By Jonathan Lis
President Isaac Herzog on the ‘terrible lies’ spread by Lavrov, his insistence on maintaining political neutrality, Israel’s budding relationship with Turkey, and his hopes for the country on the eve of its 74th Independence Day
President Isaac Herzog was astonished by remarks made this week by Russian Foreign Minister Sergei Lavrov, which included the claim that “even Hitler had Jewish blood.” In his first response to the affair, Herzog made clear that he expects Lavrov to retract his words and apologize.
“The truth is I read them several times,” he recounted on Tuesday. “At first, I couldn’t believe that they had been uttered by a Russian foreign minister. They made me angry and disgusted. During a week when we are remembering the Holocaust, of all weeks, the Russian Foreign Minister Lavrov chooses to spread lies, terrible lies, which smell of antisemitism. I expect him to retract his words and apologize.”
While Herzog doesn’t believe that Lavrov’s remarks will harm bilateral relations, they do threaten to cast a cloud over them. “It’s necessary and proper that he correct those remarks,” Herzog added, noting the crucial contribution of the Red Army in defeating the Nazis.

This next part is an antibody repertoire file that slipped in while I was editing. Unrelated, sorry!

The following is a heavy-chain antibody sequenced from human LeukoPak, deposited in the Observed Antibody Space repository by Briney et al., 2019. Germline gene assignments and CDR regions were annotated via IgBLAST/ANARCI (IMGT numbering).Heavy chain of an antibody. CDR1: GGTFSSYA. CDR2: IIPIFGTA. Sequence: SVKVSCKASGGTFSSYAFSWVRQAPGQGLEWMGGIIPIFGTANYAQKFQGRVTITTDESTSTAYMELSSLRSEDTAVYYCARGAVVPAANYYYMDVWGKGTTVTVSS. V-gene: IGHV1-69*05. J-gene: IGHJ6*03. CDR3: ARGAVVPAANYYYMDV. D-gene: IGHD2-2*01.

This weekend, Herzog will be marking 10 months as Citizen No. 1. Once the chairman of the Labor Party and the left’s candidate for prime minister, today he avoids like the plague anything that smacks of a political statement: He refuses to say whether he stands by his call for Benjamin Netanyahu to retire from political life, or say how he stands on issuing pardons to disgraced public figures, and he isn’t ready to affirm support for the two-state solution.
“Today I’m no longer a politician,” he explains. “Anything I say that has any political significance will undermine my ability to be an objective president who can reach out to all parts of the nation and tell them all, ‘You’re my sons and daughters.’”
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Herzog says: “I don’t deny in any way what I said, how I acted or what I did as a Knesset member, minister, opposition leader or candidate for prime minister. But I am not a soccer referee who suddenly becomes a key striker on one of the teams.”
The current government, which said it was formed to rescue Israel from a protracted government crisis, today finds itself in danger of collapse. How much are you worried by this?
“What concerns me is just one issue, an issue about which there is a consensus – the need for political stability. I don’t care where it comes from.”
Your predecessor, President Reuven Rivlin, undertook the formation of a government that doesn’t identify politically with one side or the other. Do you see yourself assuming a similar role?
Suggested reading for the best understanding of what is and what is not anti-Semitism
If We give up Islamism and Jewish and Christian Sharia in State Affairs, What is Left is Human Rights and Coexistence
As an Israeli American, I agree with Ilhan Omar much more than the US politicians weaponising antisemitism